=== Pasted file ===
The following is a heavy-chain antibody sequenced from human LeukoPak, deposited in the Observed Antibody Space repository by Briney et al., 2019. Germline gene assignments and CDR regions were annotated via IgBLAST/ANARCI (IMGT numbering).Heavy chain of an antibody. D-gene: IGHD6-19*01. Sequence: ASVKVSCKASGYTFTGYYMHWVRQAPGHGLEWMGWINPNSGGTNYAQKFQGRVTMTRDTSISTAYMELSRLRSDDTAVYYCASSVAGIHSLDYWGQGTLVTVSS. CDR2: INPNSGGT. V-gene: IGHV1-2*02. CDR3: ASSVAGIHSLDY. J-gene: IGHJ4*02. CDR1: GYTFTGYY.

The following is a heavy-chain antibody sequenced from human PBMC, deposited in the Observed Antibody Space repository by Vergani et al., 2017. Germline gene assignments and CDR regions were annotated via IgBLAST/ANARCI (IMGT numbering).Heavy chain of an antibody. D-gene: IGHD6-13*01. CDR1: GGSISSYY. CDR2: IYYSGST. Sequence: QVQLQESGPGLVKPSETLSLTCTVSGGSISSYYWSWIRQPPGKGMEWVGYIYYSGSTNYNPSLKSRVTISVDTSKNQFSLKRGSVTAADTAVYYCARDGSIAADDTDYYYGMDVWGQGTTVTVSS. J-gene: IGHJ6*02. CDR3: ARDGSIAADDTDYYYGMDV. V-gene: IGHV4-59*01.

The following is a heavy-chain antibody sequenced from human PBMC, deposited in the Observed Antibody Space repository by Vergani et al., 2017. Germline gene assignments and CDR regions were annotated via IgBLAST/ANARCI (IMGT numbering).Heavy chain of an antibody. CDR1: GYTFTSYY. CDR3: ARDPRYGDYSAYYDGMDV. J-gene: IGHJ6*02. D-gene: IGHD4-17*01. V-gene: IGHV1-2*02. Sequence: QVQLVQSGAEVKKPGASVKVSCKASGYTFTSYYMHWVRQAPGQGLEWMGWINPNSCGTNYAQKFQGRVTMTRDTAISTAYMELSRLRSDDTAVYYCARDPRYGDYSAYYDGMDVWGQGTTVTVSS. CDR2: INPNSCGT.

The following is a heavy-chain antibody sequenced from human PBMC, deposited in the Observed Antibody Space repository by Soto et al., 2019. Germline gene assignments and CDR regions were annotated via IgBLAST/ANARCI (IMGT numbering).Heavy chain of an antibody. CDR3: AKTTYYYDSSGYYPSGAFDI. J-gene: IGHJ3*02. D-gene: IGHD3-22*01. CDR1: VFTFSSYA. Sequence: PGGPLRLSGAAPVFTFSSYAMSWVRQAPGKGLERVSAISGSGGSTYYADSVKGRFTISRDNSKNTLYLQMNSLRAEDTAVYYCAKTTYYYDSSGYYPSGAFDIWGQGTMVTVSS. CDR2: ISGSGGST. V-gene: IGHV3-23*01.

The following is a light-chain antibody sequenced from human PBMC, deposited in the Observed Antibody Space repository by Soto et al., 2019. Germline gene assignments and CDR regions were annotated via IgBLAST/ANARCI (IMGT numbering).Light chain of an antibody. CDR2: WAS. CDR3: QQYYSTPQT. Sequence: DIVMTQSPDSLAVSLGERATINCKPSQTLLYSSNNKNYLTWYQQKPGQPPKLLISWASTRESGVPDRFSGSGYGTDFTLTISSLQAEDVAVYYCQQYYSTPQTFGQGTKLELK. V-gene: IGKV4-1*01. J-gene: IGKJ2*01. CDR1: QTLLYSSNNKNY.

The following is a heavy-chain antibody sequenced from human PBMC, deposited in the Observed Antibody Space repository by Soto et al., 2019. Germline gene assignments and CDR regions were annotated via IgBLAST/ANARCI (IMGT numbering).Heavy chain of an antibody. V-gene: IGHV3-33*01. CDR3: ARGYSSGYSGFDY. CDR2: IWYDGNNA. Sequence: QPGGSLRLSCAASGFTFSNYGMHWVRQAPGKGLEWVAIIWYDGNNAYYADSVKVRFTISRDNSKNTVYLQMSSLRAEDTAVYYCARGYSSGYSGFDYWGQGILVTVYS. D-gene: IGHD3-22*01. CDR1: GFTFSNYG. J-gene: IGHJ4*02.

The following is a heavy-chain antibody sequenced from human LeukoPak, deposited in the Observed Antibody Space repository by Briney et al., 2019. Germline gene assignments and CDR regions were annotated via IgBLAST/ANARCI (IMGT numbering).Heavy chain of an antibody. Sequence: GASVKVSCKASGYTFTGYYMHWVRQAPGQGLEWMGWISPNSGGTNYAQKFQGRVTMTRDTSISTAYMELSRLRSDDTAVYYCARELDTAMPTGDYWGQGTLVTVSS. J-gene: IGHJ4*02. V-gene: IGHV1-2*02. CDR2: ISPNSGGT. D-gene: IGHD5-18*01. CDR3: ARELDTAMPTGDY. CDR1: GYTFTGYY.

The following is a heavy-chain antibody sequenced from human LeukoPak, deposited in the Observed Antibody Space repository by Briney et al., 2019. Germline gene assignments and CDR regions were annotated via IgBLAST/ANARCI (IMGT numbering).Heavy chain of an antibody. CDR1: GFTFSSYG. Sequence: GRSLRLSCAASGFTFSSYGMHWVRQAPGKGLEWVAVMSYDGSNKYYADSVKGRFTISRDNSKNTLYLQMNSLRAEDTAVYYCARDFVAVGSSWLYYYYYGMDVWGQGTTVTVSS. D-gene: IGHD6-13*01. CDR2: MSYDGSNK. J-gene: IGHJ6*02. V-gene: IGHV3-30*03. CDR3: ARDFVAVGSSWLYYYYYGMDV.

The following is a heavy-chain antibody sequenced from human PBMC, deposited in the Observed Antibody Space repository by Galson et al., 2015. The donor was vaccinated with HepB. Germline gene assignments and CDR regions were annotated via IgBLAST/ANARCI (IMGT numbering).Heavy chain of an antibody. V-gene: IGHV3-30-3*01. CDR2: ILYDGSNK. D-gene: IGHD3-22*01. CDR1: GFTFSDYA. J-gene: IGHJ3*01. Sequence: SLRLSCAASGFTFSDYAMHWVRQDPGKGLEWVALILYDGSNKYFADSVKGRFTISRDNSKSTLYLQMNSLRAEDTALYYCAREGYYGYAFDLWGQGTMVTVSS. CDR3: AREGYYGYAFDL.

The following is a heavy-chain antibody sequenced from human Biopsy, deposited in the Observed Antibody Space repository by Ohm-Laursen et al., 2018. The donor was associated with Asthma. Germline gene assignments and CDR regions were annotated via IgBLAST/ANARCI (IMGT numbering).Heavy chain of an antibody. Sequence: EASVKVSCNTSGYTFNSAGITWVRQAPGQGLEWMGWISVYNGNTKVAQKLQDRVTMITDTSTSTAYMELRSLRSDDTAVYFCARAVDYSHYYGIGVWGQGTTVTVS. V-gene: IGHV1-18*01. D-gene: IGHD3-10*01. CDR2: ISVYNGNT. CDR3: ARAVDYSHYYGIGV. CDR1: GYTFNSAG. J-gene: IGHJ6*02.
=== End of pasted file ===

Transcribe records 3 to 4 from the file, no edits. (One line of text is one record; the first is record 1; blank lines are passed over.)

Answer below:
The following is a heavy-chain antibody sequenced from human PBMC, deposited in the Observed Antibody Space repository by Vergani et al., 2017. Germline gene assignments and CDR regions were annotated via IgBLAST/ANARCI (IMGT numbering).Heavy chain of an antibody. CDR1: GYTFTSYY. CDR3: ARDPRYGDYSAYYDGMDV. J-gene: IGHJ6*02. D-gene: IGHD4-17*01. V-gene: IGHV1-2*02. Sequence: QVQLVQSGAEVKKPGASVKVSCKASGYTFTSYYMHWVRQAPGQGLEWMGWINPNSCGTNYAQKFQGRVTMTRDTAISTAYMELSRLRSDDTAVYYCARDPRYGDYSAYYDGMDVWGQGTTVTVSS. CDR2: INPNSCGT.

The following is a heavy-chain antibody sequenced from human PBMC, deposited in the Observed Antibody Space repository by Soto et al., 2019. Germline gene assignments and CDR regions were annotated via IgBLAST/ANARCI (IMGT numbering).Heavy chain of an antibody. CDR3: AKTTYYYDSSGYYPSGAFDI. J-gene: IGHJ3*02. D-gene: IGHD3-22*01. CDR1: VFTFSSYA. Sequence: PGGPLRLSGAAPVFTFSSYAMSWVRQAPGKGLERVSAISGSGGSTYYADSVKGRFTISRDNSKNTLYLQMNSLRAEDTAVYYCAKTTYYYDSSGYYPSGAFDIWGQGTMVTVSS. CDR2: ISGSGGST. V-gene: IGHV3-23*01.